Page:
“This is the problem with file systems in getting to exascale, or beyond the current performance paradigm with standard file systems and parallel file systems. You have this POSIX locking that creates contention within the file system and the I/O and slows your performance. We’ve demonstrated this a number of times at various conferences – that when you have a lot of very fast, small I/O thrown at a parallel file system, you end up taking it down to a very small percentage of what its peak capability is supposed to be just because it’s dealing with all the requested operations,” Shepard says.
DDN says that its burst buffer can help out in this situation because it is not a standard file system. “With IME, data from the compute side is sharded anywhere it wants to, it writes anywhere within the very fast data tier as its coming out of the compute side, and then the burst buffer holds the data and aligns it so it can be written out in the most optimal way to the parallel file system, so the file system instead of receiving lots of little requests that can make it thrash, is receiving large well-formed I/O that is optimal for it.”
Using this technique, writes in a parallel file system such as Lustre or IBM’s Spectrum Scale File System (formerly GPFS) can be 10, 20, 100 or up to 1000 times faster than without the use of the IME burst buffer, DDN asserts. And it is not just file storage that could be accelerated this way: DDN expects that the same technique might eventually be applied to other storage systems, such as object storage.
“Then you would have a very fast burst buffer and a massive active archive relying on object storage, and potentially nothing in between. Many sites are going to stay with multiple tiers of storage, but this does open the door to dealing with very fast data in one particular way and having what you like on the back end, escaping traditional tiered storage altogether for some sites and some use cases, but that’s some way down the road,” Shepard explains.
The performance increase gained from this technique can also enable the burst buffer to serve as an application optimizer tool. While this is effectively just a flip side of the same use case, “we have to measure them both because different folks will see themselves in one camp or the other; one site will know that their issue is locking contention in the parallel file system, but some will look at a similar situation and say that what is really bottlenecking is this application or specific set of applications, in which case we talk about the same capability as an application accelerator,” she adds.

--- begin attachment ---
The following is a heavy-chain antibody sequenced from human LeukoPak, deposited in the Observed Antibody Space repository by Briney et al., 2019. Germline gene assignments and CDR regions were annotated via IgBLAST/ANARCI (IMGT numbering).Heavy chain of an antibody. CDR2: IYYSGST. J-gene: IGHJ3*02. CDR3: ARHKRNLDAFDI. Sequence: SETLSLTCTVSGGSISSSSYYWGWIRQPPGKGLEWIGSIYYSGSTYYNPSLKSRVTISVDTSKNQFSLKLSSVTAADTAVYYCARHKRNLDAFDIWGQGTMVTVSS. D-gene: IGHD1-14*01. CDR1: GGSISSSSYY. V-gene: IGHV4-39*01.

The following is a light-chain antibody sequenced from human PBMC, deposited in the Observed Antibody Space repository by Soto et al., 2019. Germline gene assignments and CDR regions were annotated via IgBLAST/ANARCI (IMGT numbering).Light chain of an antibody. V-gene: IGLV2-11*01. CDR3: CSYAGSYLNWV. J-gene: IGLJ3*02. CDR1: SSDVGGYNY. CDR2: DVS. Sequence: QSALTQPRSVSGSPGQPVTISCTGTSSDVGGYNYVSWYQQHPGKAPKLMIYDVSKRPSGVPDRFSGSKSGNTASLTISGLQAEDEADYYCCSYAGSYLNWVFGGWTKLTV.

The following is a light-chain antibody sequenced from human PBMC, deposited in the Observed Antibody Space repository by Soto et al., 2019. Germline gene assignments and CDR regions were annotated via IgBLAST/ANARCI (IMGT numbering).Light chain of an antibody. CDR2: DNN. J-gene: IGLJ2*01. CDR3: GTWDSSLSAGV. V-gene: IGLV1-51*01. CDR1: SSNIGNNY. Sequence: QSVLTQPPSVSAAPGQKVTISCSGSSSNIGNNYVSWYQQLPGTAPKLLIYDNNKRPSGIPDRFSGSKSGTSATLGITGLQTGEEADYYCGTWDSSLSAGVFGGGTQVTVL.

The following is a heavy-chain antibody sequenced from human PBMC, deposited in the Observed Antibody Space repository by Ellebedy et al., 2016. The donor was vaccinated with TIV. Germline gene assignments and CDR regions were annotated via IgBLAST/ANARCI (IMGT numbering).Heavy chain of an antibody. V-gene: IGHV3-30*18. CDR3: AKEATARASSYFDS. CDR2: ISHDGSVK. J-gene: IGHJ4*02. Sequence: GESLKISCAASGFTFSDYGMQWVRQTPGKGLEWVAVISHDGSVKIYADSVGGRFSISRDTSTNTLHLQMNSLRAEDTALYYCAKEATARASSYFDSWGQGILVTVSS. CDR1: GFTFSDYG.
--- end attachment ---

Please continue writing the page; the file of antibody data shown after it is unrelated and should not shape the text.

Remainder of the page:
The third use case for burst buffer technology is what DDN refers to as a core extender. This is aimed at delivering the required level of performance for applications with data sets that are too large to fit into main memory in the compute cluster, but for which the latency of shuffling data back and forth between memory and primary storage would be too high. In this scenario, the data is accessed from the burst buffer rather than primary storage, and so the burst buffer is used to accelerate both reads and writes.
“Core extender is something that will become increasingly important as systems get larger and larger, and the data sets for a specific problem get larger and larger,” Shepard says. “We all see this problem that now we have all this wonderful instrument data and there are supercomputers that can produce massive amounts of data for a single model, and we want to compute a lot of it together to increase the data set size to get more precise in the problem resolution.” In a lot of cases, this is going to lead to the data set growing to be larger than the amount of memory in the system itself.
“If the data set I want to compute is too large to hold in memory, and takes too much time to batch through in smaller pieces, but I don’t want to incur the latency of going all the way out to spinning media to compute every I/O for this problem, I can instead pull that data into the burst buffer and compute it off of a much faster media much more proximate to the processor, and without the contention rate of the standard tools that go all the way out to disk,” Shepard said.
Currently, this use case, alternatively known as a read-optimized application I/O accelerator, is not the largest use case that DDN sees for the burst buffer according to Shepard, but it is expected to be one that will be increasingly in demand in the future.
With additional use cases, DDN expects that burst buffer technology could find its way into places beyond the traditional HPC applications, with financial services, oil and gas, and the manufacturing sector all showing early interest in the burst buffer’s potential.
“In financial services, it is about dealing with very, very large models, having real-time analytics into existing large amounts of historic financial data to go for singular modelling. They have lots of different types of applications, lots of different data types, and they’re trying to compute it all at the same time,” Shepard says.
“It’s quite evident to me that this is going to become a more and more standard layer.. within HPC over the next several years, and it’s starting to cross the chasm into the commercial side for those who really need it. There is nothing else on the horizon that fills the same need, and that need is only going to increase over time.”